The Carrigrohane Straight is a straight segment of road that stretches for 2.75 miles (4.43 km), from the edge of Cork, west to Carrigrohane, in County Cork, Ireland. It is just over 140 years old and has a varied history.
The Carrigrohane Straight was built around the late 1830s and early 1840s. Earlier maps such as Taylor and Skinner's Maps of the Roads of Ireland (1776), or a map of Cork's Parliamentary Borough in 1832, do not show any track or path in this area. However, the first edition of the Ordnance Survey Map (1841–42) shows that work was in progress on the new road linking Cork City with Carrigrohane and Leemount Cross.
Before the building of the Straight, a few houses were to be seen in this area. An osiary lay at the city side, and this consisted of a swamp where willow trees grew. An expanse of green could be seen as fields stretched for miles around. The tradition that the road was a "Famine Road" may be partly true. Even though the Straight itself was built by 1842, the section as far as Leemount Cross (including Leemount Bridge) may not have been completed until during the famine (1845–50).
The building of the Straight, and its extension on to Leemount Cross, which necessitated the building of two bridges – one over the tail race of Carrigrohane Flour Mills, the second over the River Lee – changed the traffic pattern to the west of the city. Before the Straight and Leemount Bridge were built, the Model Farm Road took traffic to Ballincollig and Macroom, while the Lee Road led to Blarney, Coachford and Iniscarra. After the construction of the Straight and Leemount Bridge, a straight and flatter route reduced the importance of these roads and the Coachford or Iniscarra traffic could now merge with the Macroom traffic by crossing Leemount Bridge.
In the 1880s, the building of the Muskerry Tram increased the importance of the Straight. The city terminus was on the present site of Jury's Hotel, while the line ended at Blarney, Donoughmore and Coachford. Along its route there were twenty one stations, one of which was at Carrigrohane at the western end of the Straight, and a second one at Leemount Cross.
It used to be said that passengers on the Muskerry Tram, or the "Hook and Eye" as it was sometimes called, could pick blackberries from the carriages as the train was moving, such was its speed. The tickets had to be checked in one carriage, and then, while the train was still moving, the ticket collector had to move to the next carriage along the outside. This procedure was very dangerous because of the rocking and swaying of the carriages.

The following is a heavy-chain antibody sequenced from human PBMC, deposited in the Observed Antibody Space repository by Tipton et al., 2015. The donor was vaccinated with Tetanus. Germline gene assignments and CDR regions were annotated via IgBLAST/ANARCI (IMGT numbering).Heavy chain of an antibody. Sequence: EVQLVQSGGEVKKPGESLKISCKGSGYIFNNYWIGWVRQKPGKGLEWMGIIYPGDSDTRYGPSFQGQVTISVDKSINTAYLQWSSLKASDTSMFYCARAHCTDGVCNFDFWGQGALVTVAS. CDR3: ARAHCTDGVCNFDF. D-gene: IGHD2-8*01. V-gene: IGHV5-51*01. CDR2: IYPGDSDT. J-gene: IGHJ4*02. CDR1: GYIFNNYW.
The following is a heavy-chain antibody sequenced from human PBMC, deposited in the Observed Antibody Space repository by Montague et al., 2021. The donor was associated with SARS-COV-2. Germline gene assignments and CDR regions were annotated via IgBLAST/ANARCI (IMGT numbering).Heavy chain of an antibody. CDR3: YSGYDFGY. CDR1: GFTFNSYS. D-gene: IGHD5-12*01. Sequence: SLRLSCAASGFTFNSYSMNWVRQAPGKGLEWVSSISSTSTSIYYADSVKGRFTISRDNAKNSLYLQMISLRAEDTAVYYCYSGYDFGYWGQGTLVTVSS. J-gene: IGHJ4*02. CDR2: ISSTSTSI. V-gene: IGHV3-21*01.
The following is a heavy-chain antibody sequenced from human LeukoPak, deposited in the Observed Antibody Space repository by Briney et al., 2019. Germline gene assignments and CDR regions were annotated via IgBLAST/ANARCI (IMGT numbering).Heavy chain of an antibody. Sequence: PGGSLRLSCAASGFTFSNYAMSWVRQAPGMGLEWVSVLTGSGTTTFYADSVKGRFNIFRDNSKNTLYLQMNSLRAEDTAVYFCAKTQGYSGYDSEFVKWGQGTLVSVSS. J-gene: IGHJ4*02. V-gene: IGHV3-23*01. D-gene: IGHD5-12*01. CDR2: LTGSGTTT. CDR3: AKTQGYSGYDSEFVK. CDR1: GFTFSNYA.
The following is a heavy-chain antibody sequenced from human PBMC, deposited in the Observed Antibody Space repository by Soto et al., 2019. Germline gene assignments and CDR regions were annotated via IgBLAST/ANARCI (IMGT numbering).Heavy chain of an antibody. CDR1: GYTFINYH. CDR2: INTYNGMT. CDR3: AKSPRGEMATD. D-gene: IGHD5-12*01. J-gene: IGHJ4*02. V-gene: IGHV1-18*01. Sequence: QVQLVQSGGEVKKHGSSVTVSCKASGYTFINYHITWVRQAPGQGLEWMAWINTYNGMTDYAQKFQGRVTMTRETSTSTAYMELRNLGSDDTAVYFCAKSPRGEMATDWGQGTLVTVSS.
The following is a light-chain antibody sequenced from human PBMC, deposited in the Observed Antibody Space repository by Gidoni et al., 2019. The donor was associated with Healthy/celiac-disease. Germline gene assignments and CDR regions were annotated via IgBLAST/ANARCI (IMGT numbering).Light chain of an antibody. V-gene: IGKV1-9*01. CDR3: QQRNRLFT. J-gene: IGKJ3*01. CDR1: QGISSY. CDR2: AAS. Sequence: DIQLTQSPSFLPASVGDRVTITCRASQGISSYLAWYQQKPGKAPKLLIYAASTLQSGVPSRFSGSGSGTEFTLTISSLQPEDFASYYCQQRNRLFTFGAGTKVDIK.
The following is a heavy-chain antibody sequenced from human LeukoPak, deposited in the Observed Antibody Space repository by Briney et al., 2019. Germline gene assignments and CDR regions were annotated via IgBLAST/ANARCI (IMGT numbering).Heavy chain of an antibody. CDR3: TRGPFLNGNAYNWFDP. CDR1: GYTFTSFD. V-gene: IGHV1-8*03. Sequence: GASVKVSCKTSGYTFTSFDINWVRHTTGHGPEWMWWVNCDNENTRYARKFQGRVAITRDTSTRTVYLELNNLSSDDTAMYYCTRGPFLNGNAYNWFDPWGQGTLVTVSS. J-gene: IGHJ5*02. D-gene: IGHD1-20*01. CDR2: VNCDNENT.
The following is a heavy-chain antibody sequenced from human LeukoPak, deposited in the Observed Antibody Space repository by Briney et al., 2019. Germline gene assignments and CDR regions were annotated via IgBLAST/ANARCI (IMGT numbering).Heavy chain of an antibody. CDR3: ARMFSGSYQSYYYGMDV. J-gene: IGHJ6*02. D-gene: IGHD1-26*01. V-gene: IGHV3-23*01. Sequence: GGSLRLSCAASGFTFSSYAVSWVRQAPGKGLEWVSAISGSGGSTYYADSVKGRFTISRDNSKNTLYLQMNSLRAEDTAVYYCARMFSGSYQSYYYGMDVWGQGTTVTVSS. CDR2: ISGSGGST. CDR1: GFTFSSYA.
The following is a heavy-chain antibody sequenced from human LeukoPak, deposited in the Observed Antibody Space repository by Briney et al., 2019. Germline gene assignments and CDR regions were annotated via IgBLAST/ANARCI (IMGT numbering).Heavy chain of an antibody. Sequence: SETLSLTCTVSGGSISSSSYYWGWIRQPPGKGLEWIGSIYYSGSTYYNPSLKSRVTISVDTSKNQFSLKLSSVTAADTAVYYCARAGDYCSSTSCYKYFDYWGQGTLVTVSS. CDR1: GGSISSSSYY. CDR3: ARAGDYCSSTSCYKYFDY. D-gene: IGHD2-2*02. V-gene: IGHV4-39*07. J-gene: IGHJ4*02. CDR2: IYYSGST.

One of the most unusual incidents of the history of the Muskerry Tram was a crash with a steamroller in 1927. The steamroller was involved in the resurfacing of the Carrigrohane Straight, when tram and steamroller collided. The tram was de-railed, a few people fainted, but nobody was hurt. The Muskerry Tram was eventually closed down in December 1934.
The Straight is very flat and subject to both tidal and river flooding. It occurred regularly during the winter, when the swollen rivers burst due to heavy rain, and the road was also affected by spring tides. A contributory factor is the confluence of two rivers with the Lee at Carrigrohane. The Shournagh joins the Lee at Crubeen Bridge on the Lee Road, and a smaller river, the Carrig, joins the Lee at the junction under Carrigrohane Castle, and is forded by what was known as Cromwell’s Bridge. The worst affected area of the Straight is the centre, near Inichigaggin Lane, so that residential and commercial development has been limited to the eastern and western ends of the Straight. The building of the Carrigadrohid and Iniscarra Dams has enabled some control to be put on the flooding so it is now not as severe.
The most dramatic floods occurred in the years 1870, 1916 and 1962. The flood of 1916 was the largest, reaching Inichigaggin Lane and having a height of 28 feet (8.5 m) above sea level. The 1962 flood was a tidal flood, which flooded the city centre of Cork, including the Courthouse, to a height of 19 feet (5.8 m) above sea level.